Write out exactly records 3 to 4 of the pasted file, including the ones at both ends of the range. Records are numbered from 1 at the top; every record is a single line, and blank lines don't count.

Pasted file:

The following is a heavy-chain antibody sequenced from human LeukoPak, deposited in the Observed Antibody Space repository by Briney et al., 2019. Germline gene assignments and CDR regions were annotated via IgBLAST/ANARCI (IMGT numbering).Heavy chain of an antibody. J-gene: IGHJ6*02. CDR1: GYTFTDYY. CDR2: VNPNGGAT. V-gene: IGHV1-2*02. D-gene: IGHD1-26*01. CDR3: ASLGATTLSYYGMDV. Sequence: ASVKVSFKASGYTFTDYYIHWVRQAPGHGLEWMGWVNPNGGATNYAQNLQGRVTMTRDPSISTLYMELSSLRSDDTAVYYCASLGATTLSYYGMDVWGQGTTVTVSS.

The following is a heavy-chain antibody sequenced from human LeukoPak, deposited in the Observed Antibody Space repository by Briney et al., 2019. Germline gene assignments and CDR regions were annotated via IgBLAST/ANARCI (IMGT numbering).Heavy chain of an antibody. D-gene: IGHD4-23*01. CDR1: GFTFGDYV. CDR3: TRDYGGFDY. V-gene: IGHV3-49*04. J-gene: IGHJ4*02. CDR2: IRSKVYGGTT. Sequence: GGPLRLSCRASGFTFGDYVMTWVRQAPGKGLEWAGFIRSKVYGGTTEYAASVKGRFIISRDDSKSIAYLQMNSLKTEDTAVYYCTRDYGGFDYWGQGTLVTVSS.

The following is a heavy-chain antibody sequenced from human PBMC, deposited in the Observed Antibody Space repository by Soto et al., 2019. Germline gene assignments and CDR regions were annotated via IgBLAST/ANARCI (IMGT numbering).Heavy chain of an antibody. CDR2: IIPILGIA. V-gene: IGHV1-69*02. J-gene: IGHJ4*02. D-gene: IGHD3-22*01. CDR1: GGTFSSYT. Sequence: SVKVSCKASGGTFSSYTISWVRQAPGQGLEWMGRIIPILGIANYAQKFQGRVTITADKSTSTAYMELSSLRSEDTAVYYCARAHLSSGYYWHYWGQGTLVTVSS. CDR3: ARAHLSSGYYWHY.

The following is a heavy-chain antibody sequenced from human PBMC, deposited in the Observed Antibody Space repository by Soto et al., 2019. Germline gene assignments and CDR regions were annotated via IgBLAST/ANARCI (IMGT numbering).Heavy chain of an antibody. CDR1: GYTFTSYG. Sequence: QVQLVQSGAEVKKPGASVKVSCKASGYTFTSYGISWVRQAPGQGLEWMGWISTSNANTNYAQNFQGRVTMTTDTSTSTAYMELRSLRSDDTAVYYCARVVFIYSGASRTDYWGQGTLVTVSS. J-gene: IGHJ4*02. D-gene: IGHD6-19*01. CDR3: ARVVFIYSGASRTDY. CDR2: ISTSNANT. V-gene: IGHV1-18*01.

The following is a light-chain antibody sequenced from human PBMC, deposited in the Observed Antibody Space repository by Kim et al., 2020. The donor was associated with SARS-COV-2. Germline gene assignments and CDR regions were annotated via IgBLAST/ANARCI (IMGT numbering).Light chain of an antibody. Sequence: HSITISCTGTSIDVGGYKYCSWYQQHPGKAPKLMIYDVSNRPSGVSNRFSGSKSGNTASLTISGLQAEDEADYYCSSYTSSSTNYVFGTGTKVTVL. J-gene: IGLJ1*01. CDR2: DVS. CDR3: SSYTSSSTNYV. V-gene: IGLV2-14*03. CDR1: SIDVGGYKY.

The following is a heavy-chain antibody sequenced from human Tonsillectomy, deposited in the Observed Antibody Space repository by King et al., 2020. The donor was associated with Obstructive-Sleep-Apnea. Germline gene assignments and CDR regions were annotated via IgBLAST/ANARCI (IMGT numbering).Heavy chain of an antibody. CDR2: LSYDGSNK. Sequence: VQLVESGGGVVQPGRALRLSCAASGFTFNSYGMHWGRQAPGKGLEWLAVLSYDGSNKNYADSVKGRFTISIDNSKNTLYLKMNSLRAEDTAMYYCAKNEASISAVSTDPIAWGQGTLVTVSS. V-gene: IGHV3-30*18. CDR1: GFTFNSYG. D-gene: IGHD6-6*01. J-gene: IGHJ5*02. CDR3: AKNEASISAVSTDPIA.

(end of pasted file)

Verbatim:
The following is a heavy-chain antibody sequenced from human PBMC, deposited in the Observed Antibody Space repository by Soto et al., 2019. Germline gene assignments and CDR regions were annotated via IgBLAST/ANARCI (IMGT numbering).Heavy chain of an antibody. CDR2: IIPILGIA. V-gene: IGHV1-69*02. J-gene: IGHJ4*02. D-gene: IGHD3-22*01. CDR1: GGTFSSYT. Sequence: SVKVSCKASGGTFSSYTISWVRQAPGQGLEWMGRIIPILGIANYAQKFQGRVTITADKSTSTAYMELSSLRSEDTAVYYCARAHLSSGYYWHYWGQGTLVTVSS. CDR3: ARAHLSSGYYWHY.

The following is a heavy-chain antibody sequenced from human PBMC, deposited in the Observed Antibody Space repository by Soto et al., 2019. Germline gene assignments and CDR regions were annotated via IgBLAST/ANARCI (IMGT numbering).Heavy chain of an antibody. CDR1: GYTFTSYG. Sequence: QVQLVQSGAEVKKPGASVKVSCKASGYTFTSYGISWVRQAPGQGLEWMGWISTSNANTNYAQNFQGRVTMTTDTSTSTAYMELRSLRSDDTAVYYCARVVFIYSGASRTDYWGQGTLVTVSS. J-gene: IGHJ4*02. D-gene: IGHD6-19*01. CDR3: ARVVFIYSGASRTDY. CDR2: ISTSNANT. V-gene: IGHV1-18*01.